Deborah Strobin: Author, Philanthropist New Book: An Uncommon Journey with her Brother, Artist Ilie Wacs
Introduction By Dr. Pola Rosen, Transcribed by Erica Anderson
Deborah Strobin, San Francisco philanthropist and author and her brother Ilie Wacs, NYC artist and author, have had childhood experiences that rival those in the Twilight Zone television series with Rod Serling. Born in Vienna, they had to escape in 1939 to the only place that would take them, Shanghai. There they lived in poverty for 10 years and as Deborah recalls, she was hungry all the time. Sometimes she traveled to school in a rickshaw. Finally, they came to the United States where Deborah attended Julia Richman High School and Hunter College until her marriage to the man who was to become the CEO of Banana Republic. Her brother Ilie was able to study art in Paris and was very successful in the fashion and design field as well as painting. Some of his huge canvases are on display in his Central Park West apartment as well as the Hamptons.
Dr. Pola Rosen (PR): Tell us a little bit about your life in Shanghai.
Deborah Strobin (DS): Well, if I had to sum it all up in one word, I would say hunger. I remember being hungry the entire time I lived in Shanghai – it was over ten years – and I don’t recall even having had a childhood. I just remember we were all living in one room, that’s four of us in one room. The only privacy I had was my own little theater behind a curtain. The curtain was where I fantasized about all the things I read or heard about, the United States: everybody has a pool, everybody has a home, everybody has everything. I think I really lived most of my childhood through the eyes of Esther Williams [movie actress who swam in pools] though I never learned to swim like her. But in my dreams I did. She was diving, I dove in with her. She was my idol. That was what my life was about in terms of fantasy. That’s really the only way I could keep alive.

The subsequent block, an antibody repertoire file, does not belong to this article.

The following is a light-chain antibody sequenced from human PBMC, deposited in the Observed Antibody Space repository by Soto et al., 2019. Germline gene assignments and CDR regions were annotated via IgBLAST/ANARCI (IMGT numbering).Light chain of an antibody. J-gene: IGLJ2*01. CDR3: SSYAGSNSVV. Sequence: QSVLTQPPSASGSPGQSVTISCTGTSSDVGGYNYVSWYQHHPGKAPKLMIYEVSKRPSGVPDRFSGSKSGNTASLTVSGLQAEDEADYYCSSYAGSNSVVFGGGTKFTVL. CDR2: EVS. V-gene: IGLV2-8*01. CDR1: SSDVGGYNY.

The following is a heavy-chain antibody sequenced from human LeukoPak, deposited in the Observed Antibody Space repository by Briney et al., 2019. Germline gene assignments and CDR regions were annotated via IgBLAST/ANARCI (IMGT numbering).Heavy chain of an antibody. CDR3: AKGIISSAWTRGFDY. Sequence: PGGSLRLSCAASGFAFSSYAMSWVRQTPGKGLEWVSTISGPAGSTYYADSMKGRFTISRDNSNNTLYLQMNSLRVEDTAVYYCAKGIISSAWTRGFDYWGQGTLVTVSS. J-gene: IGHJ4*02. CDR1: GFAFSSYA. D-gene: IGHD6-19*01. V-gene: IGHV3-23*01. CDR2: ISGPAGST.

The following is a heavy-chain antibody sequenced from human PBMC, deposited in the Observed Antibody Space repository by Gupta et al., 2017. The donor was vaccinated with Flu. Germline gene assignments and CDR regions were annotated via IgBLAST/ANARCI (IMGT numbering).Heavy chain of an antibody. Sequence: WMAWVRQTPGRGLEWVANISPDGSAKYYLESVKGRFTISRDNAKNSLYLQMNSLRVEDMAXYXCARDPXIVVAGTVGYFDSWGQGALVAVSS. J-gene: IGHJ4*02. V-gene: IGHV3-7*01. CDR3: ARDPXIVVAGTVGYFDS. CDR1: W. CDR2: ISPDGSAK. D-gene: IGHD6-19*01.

PR: Shanghai became the home for about 18,000 Jewish people who were fleeing the Nazi regime in fear of losing their lives and could not come to the United States. We owe Shanghai a debt of gratitude in saving all these lives, including you and your family.
DS: Right. We also owe it, frankly, as well to the Japanese because it was under Japanese occupation at the time. It was the Japanese really that let us in.
PR: Of the 18,000 expatriates and Jewish people who were living there, how many would you say were poor, like yourself?
DS: I would say maybe 17,999; pretty much all of us. We all lived in a ghetto which the Japanese called the “designated area,” which sounded better than the word “ghetto.” We were confined, to approximately a mile of 18,000 people, cramped together.
PR: One of the things I found so interesting about the school is you write about teachers using corporal punishment, hitting students with a ruler?
DS: Oh yes, with a ruler. I always felt they needed a quota somehow, the amount of kids they used to hit. It was a rule: you had to put your hand out if you did something or said something.
PR: It sounds like such a difficult life, not enough food at home, very cramped quarters and then at school, corporal punishment.
DS: Life was tough but you learn to adapt. You actually learn a lot faster than you would [otherwise]. We were just worried about staying alive. There wasn’t much of an option.
PR: When you were in school, is there any teacher that stands out in your mind as a mentor?